Posted by Phoeniceus on Tuesday, November 4, 2008
My first exposure to music, the earliest that I can remember, was in my grandfather's apartment. He lived in Ardmore, PA, on a block where the old world ethnic neighborhoods, the blacks and Jews and others, all met in a retail no-man's land. My grandfather owned a drugstore where he made pills by hand and sold candy. He lived in an apartment above it with my grandmother. My father grew up in there, mixing milk shakes for customers and going to Jersey shore during the hot summers.
Years later, he would visit return to visit, bringing his own family, a long drive from the New Jersey suburbs of New York. I remember sitting in the far back of the wood-panelled station wagon in the fold up seat that faced backward, watching my past vanish into the distance. The car smelled of tobacco and carpet mold overlaid with a patina of car sickness. My three brothers and I, bored and fidgety in our good clothes, flirted with the dangerous border of my parent's patience, teasing each other quietly and trying to provoke an outburst. By the time we got to the city streets of the old neighborhood, rutted with old trolley car tracks, we were bursting to let out steam. I was not quite five years old.
My grandfather had a phonograph player, and enormous piece of furnture, a cherry wood box as tall as myself with a gold fabric front cover that hid the speakers. The lid lifted on hinges, like a car hood, and I would stand on my tiptoes to see the automated mechanical contraption inside. Three or four albums lay stacked, suspended above the turntable. One would drop, the needle would swing over and down, and a scratchy, rhythmic crackle and hiss, like firewood burning, would fill the air. Then the sound of music at the end of a long tube fileld the room. Amazing.
My grandparents were dancers, who did not start to learn their art until after the children had grown up and left the nest. When my father became engaged, his parents took it upon themselves to find a good band for the wedding, even though my father didn't dance. They crashed other weddings and hit the floor in their spats and heels looking for the right ensemble. Their black and white photo graced the wedding albums of strangers all over the city.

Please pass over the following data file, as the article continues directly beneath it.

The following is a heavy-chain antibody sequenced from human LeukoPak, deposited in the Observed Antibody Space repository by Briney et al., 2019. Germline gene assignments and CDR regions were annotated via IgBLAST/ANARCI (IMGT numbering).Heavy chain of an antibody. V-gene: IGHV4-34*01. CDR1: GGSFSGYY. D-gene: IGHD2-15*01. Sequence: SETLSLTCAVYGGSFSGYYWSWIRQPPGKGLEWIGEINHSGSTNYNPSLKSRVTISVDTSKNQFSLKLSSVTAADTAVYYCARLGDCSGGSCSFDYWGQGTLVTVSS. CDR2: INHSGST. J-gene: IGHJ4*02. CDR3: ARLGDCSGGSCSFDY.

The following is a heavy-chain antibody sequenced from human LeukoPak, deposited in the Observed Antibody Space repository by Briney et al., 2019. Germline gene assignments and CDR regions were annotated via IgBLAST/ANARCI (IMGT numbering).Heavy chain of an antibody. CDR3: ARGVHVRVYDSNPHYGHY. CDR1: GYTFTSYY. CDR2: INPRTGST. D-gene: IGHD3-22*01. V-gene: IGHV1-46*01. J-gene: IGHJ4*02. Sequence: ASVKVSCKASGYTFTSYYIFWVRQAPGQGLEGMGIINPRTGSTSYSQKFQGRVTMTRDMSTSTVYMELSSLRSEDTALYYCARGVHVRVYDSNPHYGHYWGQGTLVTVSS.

They had a dance floor made of polished pine wood installed in their apartment. It nealy filled the living room leaving a foot-wide border of blue carpet on which the furniture rested. I would run and clomp my dress shoes across that floor, a rare indulgence in my grandmother's house. Then Pop-Pop would call us children in and teach us to dance the Alley Cat and the Bunny Hop and other dances I cannot recall. We'd dance for what seemed like forever, but probably was only ten minutes. Today, I cannot remember a single step, but I can still hear the tinkling of the piano keys, the switch of the brushes on the snare drum, the slinky steps of the alley cat stalking and strutting his demense.
That was my introduction to music.
Tuesday, November 4, 2008 @1:01:29 PM
What awesome memories, sorta makes me envious. Sounds as if you were truly blessed as a youngster with a very unique and fun family.
Tuesday, November 4, 2008 @4:44:58 PM
Oh wow, we grew up not far distant from one another. I can remember the player piano in the house of one of my grandparents' neighbors. We'd all go over to hear that marvel. That was on Mt. Horeb, in Martinsville NJ. And yes, a tiny ramshackle cottage bayside somewhere down near Wildwood NJ every summer . . .
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